At present 381 enterprises with foreign investment, representing 37 countries, are functioning in the industrial sector; accordingly, thousands of new work places have been created.

    Oil is the main national wealth of the country. The oil industry was, and still is, the leading sector of the country’s economy. The most important event of the previous decade is the “Contract of the Century” signed in September 1994 with the leading foreign companies.

    The first oil was extracted from the Chirag oil field in November 1997 and from then until the end of 2000, 12.2 million tons of crude oil and 1.8 billion cubic meters of natural gas had been extracted. In 2000, the total volume of oil produced in Azerbaijan was 14 million tons, it was 12 percent more than the level of 1990 and 1.5 times that of 1995, with electricity production 10 percent up in comparison with 1995.

    The increase of per capita national production is an obvious example of the continued growth of industrial output. In comparison with 1995, in 1999, the per capita oil extraction increased 1.5 times with production of electricity up only 2.5 percent.

    There is also an increase in the production of oil products (petrol, kerosene, diesel fuel, fuel oil, etc.), oil-well equipment, and cement and construction materials.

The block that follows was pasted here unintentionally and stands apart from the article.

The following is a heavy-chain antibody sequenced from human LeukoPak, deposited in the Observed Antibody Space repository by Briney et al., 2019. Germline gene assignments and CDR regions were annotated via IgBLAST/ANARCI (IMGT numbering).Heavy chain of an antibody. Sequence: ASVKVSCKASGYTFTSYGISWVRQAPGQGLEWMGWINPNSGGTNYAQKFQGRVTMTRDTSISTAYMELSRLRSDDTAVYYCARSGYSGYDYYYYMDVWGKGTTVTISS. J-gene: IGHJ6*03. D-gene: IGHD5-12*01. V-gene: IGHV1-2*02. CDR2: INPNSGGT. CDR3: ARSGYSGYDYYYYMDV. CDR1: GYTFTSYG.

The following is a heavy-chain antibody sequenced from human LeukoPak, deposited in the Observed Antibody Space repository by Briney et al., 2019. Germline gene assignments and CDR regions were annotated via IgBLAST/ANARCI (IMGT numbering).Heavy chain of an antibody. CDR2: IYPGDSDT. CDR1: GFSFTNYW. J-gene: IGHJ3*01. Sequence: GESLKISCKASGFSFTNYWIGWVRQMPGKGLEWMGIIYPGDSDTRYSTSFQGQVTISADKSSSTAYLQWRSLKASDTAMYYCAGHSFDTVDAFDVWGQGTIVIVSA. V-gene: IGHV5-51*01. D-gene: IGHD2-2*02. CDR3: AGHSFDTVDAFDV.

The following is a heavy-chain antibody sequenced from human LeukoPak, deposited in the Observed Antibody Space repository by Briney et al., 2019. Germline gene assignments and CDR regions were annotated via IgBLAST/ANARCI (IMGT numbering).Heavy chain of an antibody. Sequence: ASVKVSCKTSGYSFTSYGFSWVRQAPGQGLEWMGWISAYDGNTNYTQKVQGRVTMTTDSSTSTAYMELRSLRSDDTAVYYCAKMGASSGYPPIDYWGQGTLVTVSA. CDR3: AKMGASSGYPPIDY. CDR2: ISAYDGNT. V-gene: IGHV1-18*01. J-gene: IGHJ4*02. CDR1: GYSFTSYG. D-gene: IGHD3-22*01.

In recent years the domestic production of cash registers, micro calculators, telephones, and household appliances has begun.

    The production of certain types of products previously imported into the country has been initiated. In addition, Teksun Oil Industry (vegetable oil), Coca-Cola (soft drinks), BM-SUN (packed tea), Azeri-Castel (beer), European Tobacco (cigarettes), Nehir (parquet), Sickendick (sausage products), DAD, Barakat (skimmed milk products), Azeri Pen, Turk-Baycan (plastic doors and windows) and other foreign enterprises and joint ventures now manufacture products to international standards and supply the domestic market with their products, so allowing for import substitution. This assists the balance of trade and has a good influence on the balance of payments.

    There have been many private company formations and a considerable expansion of small entrepreneurship, leading to dynamic development in the size and the role of the private sector. This has increased the share of the private sector in the total industrial production increased from 5.5% in 1995 to 26.4% in 1998 and to 43.7% in 2000.